Today's early morning highlights from the major news organizations offer assessments of the administration's campaign to get people signed up for health care and a look at the issues going forward after today's deadline for most enrollments.
Kaiser Health News: What Happens Next On The Health Law?
Kaiser Health News staff writers Julie Appleby, Mary Agnes Carey and Phil Galewitz, in collaboration with USA Today, report: "Just because open enrollment for people who buy their own health insurance formally closes March 31 doesn't mean debate over the health law will take a hiatus. After more than four years of strident rhetoric, evidence about how the law is actually working is starting to trickle in. Here are seven things to watch before the next enrollment period begins in November" (Appleby, Carey, and Galewitz, 3/31).
Kaiser Health News: Capsules: Former Young Invincible Becomes Less So
Now on Kaiser Health News' blog, Sarah Varney, working in collaboration with NPR, reports: "When we last left Brad Stevens, he was living in Lakeport, Calif., a struggling massage therapist in a struggling town on the southern tip of Clear Lake. Brad has been uninsured his entire adult life .... After a bike accident which injured his shoulder and a battle with advanced thyroid cancer, Brad was anxious to enroll in some form of insurance – any kind of insurance – under the Affordable Care Act. ... The insurance broker had warned Brad about long wait times, but when he called the toll-free line for Covered California, the state’s insurance marketplace, Brad said, “I waited four minutes. It was a piece of cake.” The operator didn’t offer to help him apply for Medi-Cal, and instead told Brad to call the social services office in Lake County. 'It wasn’t a one-stop shop' " (Varney, 3/31).
Kaiser Health News: Insurance Agents Enroll More Than 4,000 Haitian-Americans In South Florida
The Miami Herald's Patricia Borns, working in collaboration with Kaiser Health News, reports: "While the White House has focused on enrolling the country’s Hispanic population in health plans, a group of Haitian-American insurance agents in South Florida have seized the opportunity to bring health coverage to their own communities, where they estimated seven out of 10 people are uninsured" (Borns, 3/28).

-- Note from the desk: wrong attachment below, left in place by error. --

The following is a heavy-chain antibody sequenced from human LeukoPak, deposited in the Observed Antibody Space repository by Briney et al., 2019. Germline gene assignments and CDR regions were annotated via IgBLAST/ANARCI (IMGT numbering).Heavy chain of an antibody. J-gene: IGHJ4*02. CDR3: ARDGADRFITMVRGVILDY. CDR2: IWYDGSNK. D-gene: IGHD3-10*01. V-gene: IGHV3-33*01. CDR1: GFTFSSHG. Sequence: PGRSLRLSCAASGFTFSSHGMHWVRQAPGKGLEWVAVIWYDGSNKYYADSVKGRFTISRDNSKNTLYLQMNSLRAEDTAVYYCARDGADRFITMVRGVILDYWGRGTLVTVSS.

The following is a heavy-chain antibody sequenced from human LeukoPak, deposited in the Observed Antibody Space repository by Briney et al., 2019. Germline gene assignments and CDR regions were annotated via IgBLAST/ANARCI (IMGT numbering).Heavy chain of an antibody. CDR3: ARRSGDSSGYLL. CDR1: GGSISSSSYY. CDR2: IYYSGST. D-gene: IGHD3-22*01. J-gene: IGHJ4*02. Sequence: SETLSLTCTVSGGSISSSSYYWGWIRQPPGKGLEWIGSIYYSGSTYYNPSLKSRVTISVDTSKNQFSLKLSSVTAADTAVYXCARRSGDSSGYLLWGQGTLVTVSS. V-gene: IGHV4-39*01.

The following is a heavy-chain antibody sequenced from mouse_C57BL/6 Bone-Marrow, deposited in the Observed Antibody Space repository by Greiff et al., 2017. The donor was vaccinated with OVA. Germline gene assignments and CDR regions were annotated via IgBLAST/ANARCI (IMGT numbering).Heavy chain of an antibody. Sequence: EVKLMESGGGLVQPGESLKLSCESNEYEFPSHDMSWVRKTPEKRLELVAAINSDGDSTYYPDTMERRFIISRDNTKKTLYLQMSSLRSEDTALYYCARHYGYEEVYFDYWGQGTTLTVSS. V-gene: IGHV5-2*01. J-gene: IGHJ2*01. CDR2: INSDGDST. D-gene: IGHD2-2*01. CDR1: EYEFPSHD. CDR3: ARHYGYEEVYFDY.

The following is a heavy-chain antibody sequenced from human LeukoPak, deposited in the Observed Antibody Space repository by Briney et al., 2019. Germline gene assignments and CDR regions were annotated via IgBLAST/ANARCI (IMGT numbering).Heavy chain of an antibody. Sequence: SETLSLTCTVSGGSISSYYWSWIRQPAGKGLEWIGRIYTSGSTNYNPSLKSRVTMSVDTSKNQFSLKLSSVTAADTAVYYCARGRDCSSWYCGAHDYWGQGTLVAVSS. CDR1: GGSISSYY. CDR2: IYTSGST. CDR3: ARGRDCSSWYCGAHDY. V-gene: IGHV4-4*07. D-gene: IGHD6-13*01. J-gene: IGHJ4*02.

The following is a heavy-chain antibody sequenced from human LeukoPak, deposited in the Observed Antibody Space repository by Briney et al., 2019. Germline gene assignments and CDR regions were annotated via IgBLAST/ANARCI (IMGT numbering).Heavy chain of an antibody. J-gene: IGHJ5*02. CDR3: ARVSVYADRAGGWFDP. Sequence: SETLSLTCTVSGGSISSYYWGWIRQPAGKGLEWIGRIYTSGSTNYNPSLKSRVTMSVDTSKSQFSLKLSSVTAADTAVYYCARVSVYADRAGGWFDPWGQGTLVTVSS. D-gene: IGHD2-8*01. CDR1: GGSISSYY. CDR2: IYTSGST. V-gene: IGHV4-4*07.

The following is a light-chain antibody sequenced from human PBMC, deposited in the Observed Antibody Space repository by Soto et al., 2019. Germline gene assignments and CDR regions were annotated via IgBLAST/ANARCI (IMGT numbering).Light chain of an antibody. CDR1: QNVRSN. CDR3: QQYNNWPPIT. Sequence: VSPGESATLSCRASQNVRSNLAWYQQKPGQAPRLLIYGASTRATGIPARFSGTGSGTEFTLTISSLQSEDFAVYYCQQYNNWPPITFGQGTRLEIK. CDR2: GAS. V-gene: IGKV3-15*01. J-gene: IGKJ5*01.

Los Angeles Times: Obamacare Has Led To Health Coverage For Millions More People
President Obama's healthcare law, despite a rocky rollout and determined opposition from critics, already has spurred the largest expansion in health coverage in America in half a century, national surveys and enrollment data show. As the law's initial enrollment period closes, at least 9.5 million previously uninsured people have gained coverage. Some have done so through marketplaces created by the law, some through other private insurance and others through Medicaid, which has expanded under the law in about half the states. The tally draws from a review of state and federal enrollment reports, surveys and interviews with insurance executives and government officials nationwide (Levey, 3/30).
The Wall Street Journal: Long Waits as Health Insurance Deadline Nears
Last-minute applicants for health insurance strained enrollment offices over the weekend, triggering long lines, extra security and hours of waiting across the country ahead of Monday's federal deadline. HealthCare.gov, the federal website, blocked some applicants late Friday but didn't show major technological problems as consumers rushed before the end of the 2014 open-enrollment period for obtaining insurance under the Affordable Care Act. But the system's human capacity maxed out, with too few "navigators" and other enrollment workers to steer consumers through the complex application process (Radnofsky and Corbett Dooren, 3/30).
USA Today: Interest In Health Care Surges As Enrollment Deadline Nears
Sunday evening, Health and Human Services announced 2 million visits over the weekend to HealthCare.gov, the federal government's enrollment site. ... Over the weekend, HHS Secretary Kathleen Sebelius appeared at a Baptist church in Miami to urge Floridians to sign up before the deadline. She plans a fresh round of television interviews with local stations Monday to boost enrollment numbers. ... "The traffic and energy and interest this weekend shows many more are interested in the coverage," White House spokeswoman Tara McGuinness said (Schouten and Kennedy, 3/30).
The Wall Street Journal: Health Insurers Make Late Push To Sign Up Young Customers
Insurers are pressing ahead with a final marketing push to bring as many young, healthy customers as possible onto their rolls and buttress a recent surge in health-law enrollments. The flood of late sign-ups that helped boost the marketplace total to six million enrollees, a key milestone for the Obama administration, has also brought some insurers an uptick among younger people. But it isn't clear if the trend is broad enough to balance out an earlier skew toward older enrollees, who are more likely to have costly ailments (Wilde Mathews and Weaver, 3/28).
Los Angeles Times: Fighting For Obamacare Through Stage IV Cancer